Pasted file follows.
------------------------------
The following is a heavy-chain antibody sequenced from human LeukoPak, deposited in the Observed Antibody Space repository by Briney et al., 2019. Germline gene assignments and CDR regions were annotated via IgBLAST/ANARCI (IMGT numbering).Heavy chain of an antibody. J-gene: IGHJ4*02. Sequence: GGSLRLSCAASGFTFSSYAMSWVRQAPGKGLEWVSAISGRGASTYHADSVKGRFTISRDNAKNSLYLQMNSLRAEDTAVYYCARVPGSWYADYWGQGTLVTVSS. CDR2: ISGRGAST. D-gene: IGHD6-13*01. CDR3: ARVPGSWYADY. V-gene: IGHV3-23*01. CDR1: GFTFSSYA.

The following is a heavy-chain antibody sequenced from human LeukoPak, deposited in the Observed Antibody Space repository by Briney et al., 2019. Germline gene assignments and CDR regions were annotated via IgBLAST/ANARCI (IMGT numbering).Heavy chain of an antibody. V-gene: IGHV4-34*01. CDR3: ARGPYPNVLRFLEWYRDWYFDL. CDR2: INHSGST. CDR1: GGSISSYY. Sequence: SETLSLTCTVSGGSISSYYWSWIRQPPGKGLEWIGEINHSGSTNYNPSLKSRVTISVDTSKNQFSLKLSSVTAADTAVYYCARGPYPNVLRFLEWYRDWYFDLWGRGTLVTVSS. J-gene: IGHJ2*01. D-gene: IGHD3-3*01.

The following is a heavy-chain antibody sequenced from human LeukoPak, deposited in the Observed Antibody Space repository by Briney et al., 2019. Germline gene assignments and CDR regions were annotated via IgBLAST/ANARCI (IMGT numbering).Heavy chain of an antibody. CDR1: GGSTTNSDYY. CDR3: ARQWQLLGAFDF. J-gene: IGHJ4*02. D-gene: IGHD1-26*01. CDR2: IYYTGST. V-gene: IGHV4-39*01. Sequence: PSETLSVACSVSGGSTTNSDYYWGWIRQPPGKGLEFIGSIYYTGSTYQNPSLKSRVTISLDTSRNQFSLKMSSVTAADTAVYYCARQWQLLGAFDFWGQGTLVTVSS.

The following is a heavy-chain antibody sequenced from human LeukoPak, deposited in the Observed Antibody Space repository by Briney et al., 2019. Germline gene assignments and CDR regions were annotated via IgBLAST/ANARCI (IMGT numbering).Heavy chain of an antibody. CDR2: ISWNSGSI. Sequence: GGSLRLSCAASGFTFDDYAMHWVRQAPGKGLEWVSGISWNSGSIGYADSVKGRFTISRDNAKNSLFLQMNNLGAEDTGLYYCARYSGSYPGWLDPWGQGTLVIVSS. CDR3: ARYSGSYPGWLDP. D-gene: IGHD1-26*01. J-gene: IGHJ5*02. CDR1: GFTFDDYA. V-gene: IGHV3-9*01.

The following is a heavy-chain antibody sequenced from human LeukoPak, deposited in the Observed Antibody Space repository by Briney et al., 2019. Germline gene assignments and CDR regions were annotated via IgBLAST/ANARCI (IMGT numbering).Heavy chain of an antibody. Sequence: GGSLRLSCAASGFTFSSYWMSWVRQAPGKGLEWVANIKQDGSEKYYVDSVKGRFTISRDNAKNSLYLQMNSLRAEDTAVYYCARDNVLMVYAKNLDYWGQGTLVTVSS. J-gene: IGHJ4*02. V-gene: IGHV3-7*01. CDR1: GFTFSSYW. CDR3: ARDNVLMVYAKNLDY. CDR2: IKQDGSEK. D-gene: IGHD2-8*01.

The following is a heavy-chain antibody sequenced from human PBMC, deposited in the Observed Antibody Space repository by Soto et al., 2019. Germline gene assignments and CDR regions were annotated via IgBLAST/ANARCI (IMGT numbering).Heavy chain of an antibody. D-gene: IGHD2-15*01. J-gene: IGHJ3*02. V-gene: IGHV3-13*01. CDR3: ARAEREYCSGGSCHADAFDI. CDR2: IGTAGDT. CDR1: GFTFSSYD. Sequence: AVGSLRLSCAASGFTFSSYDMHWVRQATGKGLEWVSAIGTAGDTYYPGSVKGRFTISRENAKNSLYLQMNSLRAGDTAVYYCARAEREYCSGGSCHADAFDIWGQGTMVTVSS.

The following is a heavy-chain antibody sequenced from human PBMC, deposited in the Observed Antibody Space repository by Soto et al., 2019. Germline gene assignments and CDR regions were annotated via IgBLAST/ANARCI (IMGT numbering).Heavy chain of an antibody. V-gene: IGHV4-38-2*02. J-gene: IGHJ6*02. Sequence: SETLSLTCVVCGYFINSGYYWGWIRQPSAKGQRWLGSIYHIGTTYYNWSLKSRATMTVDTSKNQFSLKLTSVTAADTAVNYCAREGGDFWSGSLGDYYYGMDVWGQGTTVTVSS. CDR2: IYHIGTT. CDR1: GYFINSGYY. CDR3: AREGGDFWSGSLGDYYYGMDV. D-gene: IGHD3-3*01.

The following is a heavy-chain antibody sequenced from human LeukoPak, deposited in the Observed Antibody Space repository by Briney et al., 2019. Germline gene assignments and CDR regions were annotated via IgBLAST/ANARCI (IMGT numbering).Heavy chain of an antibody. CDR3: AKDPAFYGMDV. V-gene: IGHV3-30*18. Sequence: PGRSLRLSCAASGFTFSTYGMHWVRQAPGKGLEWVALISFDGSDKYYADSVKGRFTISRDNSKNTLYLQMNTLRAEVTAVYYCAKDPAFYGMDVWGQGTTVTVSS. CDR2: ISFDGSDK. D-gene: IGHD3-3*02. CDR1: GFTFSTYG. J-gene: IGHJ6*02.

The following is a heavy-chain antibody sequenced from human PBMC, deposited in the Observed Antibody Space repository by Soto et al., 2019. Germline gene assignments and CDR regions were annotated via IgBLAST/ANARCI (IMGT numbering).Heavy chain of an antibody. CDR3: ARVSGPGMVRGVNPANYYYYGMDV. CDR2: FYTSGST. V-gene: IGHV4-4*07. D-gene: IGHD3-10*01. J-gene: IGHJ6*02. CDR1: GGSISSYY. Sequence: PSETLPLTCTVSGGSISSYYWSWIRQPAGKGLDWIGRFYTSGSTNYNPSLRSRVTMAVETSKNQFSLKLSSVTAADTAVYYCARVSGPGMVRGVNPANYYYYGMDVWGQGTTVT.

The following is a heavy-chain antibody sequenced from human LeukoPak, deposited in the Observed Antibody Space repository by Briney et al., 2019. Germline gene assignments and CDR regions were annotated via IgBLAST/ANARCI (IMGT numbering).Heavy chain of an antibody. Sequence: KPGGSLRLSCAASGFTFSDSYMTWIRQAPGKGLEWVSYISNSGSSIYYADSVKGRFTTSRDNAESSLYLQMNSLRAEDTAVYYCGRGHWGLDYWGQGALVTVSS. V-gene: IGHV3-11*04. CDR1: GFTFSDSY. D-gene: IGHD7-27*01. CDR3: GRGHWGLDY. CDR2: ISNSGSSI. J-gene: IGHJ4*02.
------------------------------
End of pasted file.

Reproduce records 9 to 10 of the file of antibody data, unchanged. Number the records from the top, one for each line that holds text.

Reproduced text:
The following is a heavy-chain antibody sequenced from human PBMC, deposited in the Observed Antibody Space repository by Soto et al., 2019. Germline gene assignments and CDR regions were annotated via IgBLAST/ANARCI (IMGT numbering).Heavy chain of an antibody. CDR3: ARVSGPGMVRGVNPANYYYYGMDV. CDR2: FYTSGST. V-gene: IGHV4-4*07. D-gene: IGHD3-10*01. J-gene: IGHJ6*02. CDR1: GGSISSYY. Sequence: PSETLPLTCTVSGGSISSYYWSWIRQPAGKGLDWIGRFYTSGSTNYNPSLRSRVTMAVETSKNQFSLKLSSVTAADTAVYYCARVSGPGMVRGVNPANYYYYGMDVWGQGTTVT.

The following is a heavy-chain antibody sequenced from human LeukoPak, deposited in the Observed Antibody Space repository by Briney et al., 2019. Germline gene assignments and CDR regions were annotated via IgBLAST/ANARCI (IMGT numbering).Heavy chain of an antibody. Sequence: KPGGSLRLSCAASGFTFSDSYMTWIRQAPGKGLEWVSYISNSGSSIYYADSVKGRFTTSRDNAESSLYLQMNSLRAEDTAVYYCGRGHWGLDYWGQGALVTVSS. V-gene: IGHV3-11*04. CDR1: GFTFSDSY. D-gene: IGHD7-27*01. CDR3: GRGHWGLDY. CDR2: ISNSGSSI. J-gene: IGHJ4*02.